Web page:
India has also achieved great success in reducing bureaucracy and fighting corruption and is pursuing a very ambitious program for the expansion and storage of renewable energies, to which we are making an important contribution with film solutions, as well as the entire infrastructure. The expansion of airports (74 new airports!) and airlines in the last decade alone are impressive examples. 
The Modi government's "Make in India" program has been driving massive direct investment in the country for several years. This provides additional and desirable incentives for foreign companies to set up production facilities in India and thus sustainably increase value creation in the country.

We have to overcome these challenges

Despite the economic successes, there is still a great deal of poverty, a caste system that is difficult for us to accept with little permeability and, even though great progress has been made, there is still a huge backlog in terms of reducing bureaucracy, infrastructure and transportation in the country. Anyone who has ever been to India knows what I am talking about.

In addition, the Indian market is very price- and competition-intensive in many areas and the country is only making slow progress in developing a functioning waste and waste disposal industry. 
And even if we Europeans are culturally closer to India than China, for example, we still need to have a strong understanding of cultural and religious customs that need to be observed in business life. One example: factory openings or expansions are usually held with priests on pre-selected auspicious days and according to set ceremonies. To disregard these traditions would be tantamount to breaking a taboo.

Finally: Growing political support

What has always depressed me in recent years has been the comparative lack of interest in India on the part of German politicians. That is why I am now very grateful to Federal Minister of Economics Robert Habeck. He is the first German Economics Minister to visit India in over ten years. I see growing political support for better economic relations with India - but I hope that this will increase significantly in the near future.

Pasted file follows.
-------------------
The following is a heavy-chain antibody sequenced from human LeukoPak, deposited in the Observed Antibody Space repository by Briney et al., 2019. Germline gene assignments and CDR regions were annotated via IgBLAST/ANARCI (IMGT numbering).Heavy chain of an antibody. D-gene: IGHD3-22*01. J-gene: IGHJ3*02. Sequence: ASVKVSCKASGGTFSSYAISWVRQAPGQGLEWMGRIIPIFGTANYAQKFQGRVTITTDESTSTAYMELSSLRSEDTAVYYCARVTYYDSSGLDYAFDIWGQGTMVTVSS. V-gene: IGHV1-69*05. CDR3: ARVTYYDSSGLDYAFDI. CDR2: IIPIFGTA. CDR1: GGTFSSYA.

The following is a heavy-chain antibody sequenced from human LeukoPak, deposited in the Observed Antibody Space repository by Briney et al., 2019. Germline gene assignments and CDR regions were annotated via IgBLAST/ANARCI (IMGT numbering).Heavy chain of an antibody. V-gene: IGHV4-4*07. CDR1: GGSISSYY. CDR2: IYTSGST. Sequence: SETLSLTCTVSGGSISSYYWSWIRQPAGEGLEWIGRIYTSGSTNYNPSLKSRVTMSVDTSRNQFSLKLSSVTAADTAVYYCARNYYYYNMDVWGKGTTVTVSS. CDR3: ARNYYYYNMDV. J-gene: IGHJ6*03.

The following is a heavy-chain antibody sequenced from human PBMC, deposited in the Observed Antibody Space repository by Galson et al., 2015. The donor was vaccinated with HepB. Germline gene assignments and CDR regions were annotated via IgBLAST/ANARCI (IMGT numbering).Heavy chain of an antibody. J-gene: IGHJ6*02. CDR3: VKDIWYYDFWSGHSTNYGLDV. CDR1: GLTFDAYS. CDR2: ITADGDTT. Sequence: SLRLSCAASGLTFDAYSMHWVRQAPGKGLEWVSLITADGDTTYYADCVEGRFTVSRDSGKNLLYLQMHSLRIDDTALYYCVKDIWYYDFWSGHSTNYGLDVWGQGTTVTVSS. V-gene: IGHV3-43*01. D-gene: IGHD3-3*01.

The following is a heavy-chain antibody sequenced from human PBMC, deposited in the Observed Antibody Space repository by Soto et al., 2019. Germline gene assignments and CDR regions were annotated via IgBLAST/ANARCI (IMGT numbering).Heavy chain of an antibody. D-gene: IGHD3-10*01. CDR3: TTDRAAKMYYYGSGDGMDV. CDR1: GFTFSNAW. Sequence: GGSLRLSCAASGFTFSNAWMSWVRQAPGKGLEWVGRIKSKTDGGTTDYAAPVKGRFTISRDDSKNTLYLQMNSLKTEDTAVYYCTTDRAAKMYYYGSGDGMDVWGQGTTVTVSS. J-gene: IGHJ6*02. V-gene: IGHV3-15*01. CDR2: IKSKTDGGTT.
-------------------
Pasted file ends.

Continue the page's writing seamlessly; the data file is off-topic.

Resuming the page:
RENOLIT's strategic commitment in India

RENOLIT has been active in India since 2008, initially with a sales office near the capital Delhi and since 2012 with a production joint venture for the automotive industry in Pune and a logistics center set up there in 2023. 
We have gradually expanded our commitment over the past 15 years and now serve the market in all business areas both through imports and local production with our experienced and highly motivated Indian team on site. 
Our aim is to further intensify this commitment in the coming years and to open up the Indian market even more for RENOLIT.

Conclusion: The future of India

An important part of the future of the global economy lies in India - that can be said with great certainty from today's perspective. It is very important to me that Germany and Europe exploit the associated opportunities effectively and assess the risks appropriately. India also offers interesting prospects for RENOLIT. The Management Board and I as CEO are working on tapping into these and thus positioning the company even more strongly and regionally. This is something to which I want to make a significant contribution and I look forward to doing so!